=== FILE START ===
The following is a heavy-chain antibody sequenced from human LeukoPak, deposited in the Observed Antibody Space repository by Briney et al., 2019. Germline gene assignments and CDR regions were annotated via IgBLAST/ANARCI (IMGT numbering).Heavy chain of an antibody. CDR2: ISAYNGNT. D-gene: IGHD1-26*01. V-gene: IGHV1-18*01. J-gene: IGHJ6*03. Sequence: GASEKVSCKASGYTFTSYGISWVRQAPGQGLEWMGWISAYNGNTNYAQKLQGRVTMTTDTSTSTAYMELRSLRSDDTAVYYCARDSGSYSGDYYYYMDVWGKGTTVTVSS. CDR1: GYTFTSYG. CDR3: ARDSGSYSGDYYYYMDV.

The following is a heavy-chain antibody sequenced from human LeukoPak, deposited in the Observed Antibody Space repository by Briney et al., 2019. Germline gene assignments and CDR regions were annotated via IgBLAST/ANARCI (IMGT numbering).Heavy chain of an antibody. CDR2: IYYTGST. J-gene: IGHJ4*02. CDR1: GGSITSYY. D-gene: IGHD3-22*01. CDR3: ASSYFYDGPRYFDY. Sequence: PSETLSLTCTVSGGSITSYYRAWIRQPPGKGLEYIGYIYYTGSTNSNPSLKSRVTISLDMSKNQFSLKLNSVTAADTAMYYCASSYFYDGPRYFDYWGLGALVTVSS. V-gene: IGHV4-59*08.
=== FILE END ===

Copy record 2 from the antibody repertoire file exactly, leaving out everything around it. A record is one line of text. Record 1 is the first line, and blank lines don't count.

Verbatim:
The following is a heavy-chain antibody sequenced from human LeukoPak, deposited in the Observed Antibody Space repository by Briney et al., 2019. Germline gene assignments and CDR regions were annotated via IgBLAST/ANARCI (IMGT numbering).Heavy chain of an antibody. CDR2: IYYTGST. J-gene: IGHJ4*02. CDR1: GGSITSYY. D-gene: IGHD3-22*01. CDR3: ASSYFYDGPRYFDY. Sequence: PSETLSLTCTVSGGSITSYYRAWIRQPPGKGLEYIGYIYYTGSTNSNPSLKSRVTISLDMSKNQFSLKLNSVTAADTAMYYCASSYFYDGPRYFDYWGLGALVTVSS. V-gene: IGHV4-59*08.